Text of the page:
Rice Hulls in Construction. The rice hulls are unique within nature. They contain approximately 20% opaline silica in combination with a large amount of the phenyl propanoid structural polymer called lignin. This abundant agricultural waste has all of the properties one could ever expect of some of the best insulating materials. Recent ASTM testing conducted R&D Services of Cookville, Tennessee, reveals that rice hulls do not flame or smolder very easily, they are highly resistant to moisture penetration and fungal decomposition, they do not transfer heat very well, they do not smell or emit gases, and they are not corrosive with respect to aluminum, copper or steel. In their raw and unprocessed state, rice hulls constitute a Class A or Class I insulation material, and therefore, they can be used very economically to insulate the wall, floor and roof cavities of a super-insulated Rice Hull House. This paper also explains how the structure of such a house can be fashioned out of a variety of engineered lumber products derived from sugarcane rind.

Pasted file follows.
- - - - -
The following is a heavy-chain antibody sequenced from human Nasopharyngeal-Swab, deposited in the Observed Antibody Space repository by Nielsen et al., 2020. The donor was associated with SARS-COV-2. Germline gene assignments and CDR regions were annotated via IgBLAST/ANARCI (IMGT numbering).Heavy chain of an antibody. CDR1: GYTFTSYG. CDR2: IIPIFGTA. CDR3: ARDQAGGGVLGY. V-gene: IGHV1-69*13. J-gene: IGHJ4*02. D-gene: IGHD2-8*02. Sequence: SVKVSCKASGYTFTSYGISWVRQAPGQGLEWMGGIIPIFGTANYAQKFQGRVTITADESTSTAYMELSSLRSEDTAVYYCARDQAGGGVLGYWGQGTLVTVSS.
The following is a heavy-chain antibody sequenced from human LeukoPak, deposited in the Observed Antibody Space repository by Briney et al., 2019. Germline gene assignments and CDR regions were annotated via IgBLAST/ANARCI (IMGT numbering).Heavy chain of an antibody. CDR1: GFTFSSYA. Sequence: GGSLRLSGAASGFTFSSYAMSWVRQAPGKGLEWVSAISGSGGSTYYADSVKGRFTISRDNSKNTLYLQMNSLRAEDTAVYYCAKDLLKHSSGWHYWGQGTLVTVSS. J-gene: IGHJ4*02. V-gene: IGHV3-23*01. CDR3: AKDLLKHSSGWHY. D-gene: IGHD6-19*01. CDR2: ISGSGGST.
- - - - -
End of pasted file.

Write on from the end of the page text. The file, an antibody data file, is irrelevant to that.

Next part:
Service learning as a teaching method combines community service with academic instruction that focuses on critical, reflective thinking and civic responsibility. Service learning programs involve students in organized community service that addresses local and global needs, while developing their academic skills, sense of civic responsibility, and commitment to the community. Internships offer ways individuals can learn from valuable work experiences while also contributing to the host's mission.